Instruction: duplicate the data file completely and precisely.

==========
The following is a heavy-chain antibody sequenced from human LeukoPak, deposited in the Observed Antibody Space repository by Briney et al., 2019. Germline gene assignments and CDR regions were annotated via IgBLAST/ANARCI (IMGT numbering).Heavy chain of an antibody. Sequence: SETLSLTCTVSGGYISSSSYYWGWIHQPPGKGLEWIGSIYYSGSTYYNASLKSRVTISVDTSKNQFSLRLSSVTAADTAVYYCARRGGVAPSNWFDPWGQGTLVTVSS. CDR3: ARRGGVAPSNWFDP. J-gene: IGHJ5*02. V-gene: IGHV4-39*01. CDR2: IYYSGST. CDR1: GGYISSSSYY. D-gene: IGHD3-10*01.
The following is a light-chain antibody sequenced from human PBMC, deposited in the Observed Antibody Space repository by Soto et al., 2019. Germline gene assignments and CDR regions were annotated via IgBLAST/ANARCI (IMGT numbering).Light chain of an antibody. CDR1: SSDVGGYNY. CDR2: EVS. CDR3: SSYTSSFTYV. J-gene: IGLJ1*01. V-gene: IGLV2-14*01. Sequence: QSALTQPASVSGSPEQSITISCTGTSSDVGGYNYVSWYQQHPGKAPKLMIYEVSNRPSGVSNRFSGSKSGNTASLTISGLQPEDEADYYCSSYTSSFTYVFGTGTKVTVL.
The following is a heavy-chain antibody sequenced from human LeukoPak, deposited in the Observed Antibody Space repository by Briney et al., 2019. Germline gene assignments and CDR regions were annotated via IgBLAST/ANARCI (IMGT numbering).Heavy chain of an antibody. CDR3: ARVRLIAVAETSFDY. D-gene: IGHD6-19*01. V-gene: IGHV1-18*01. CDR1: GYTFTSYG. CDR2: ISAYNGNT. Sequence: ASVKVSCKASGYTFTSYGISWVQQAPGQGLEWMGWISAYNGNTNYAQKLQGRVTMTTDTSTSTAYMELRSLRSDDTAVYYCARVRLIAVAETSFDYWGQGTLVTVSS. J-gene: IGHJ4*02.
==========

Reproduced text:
The following is a heavy-chain antibody sequenced from human LeukoPak, deposited in the Observed Antibody Space repository by Briney et al., 2019. Germline gene assignments and CDR regions were annotated via IgBLAST/ANARCI (IMGT numbering).Heavy chain of an antibody. Sequence: SETLSLTCTVSGGYISSSSYYWGWIHQPPGKGLEWIGSIYYSGSTYYNASLKSRVTISVDTSKNQFSLRLSSVTAADTAVYYCARRGGVAPSNWFDPWGQGTLVTVSS. CDR3: ARRGGVAPSNWFDP. J-gene: IGHJ5*02. V-gene: IGHV4-39*01. CDR2: IYYSGST. CDR1: GGYISSSSYY. D-gene: IGHD3-10*01.
The following is a light-chain antibody sequenced from human PBMC, deposited in the Observed Antibody Space repository by Soto et al., 2019. Germline gene assignments and CDR regions were annotated via IgBLAST/ANARCI (IMGT numbering).Light chain of an antibody. CDR1: SSDVGGYNY. CDR2: EVS. CDR3: SSYTSSFTYV. J-gene: IGLJ1*01. V-gene: IGLV2-14*01. Sequence: QSALTQPASVSGSPEQSITISCTGTSSDVGGYNYVSWYQQHPGKAPKLMIYEVSNRPSGVSNRFSGSKSGNTASLTISGLQPEDEADYYCSSYTSSFTYVFGTGTKVTVL.
The following is a heavy-chain antibody sequenced from human LeukoPak, deposited in the Observed Antibody Space repository by Briney et al., 2019. Germline gene assignments and CDR regions were annotated via IgBLAST/ANARCI (IMGT numbering).Heavy chain of an antibody. CDR3: ARVRLIAVAETSFDY. D-gene: IGHD6-19*01. V-gene: IGHV1-18*01. CDR1: GYTFTSYG. CDR2: ISAYNGNT. Sequence: ASVKVSCKASGYTFTSYGISWVQQAPGQGLEWMGWISAYNGNTNYAQKLQGRVTMTTDTSTSTAYMELRSLRSDDTAVYYCARVRLIAVAETSFDYWGQGTLVTVSS. J-gene: IGHJ4*02.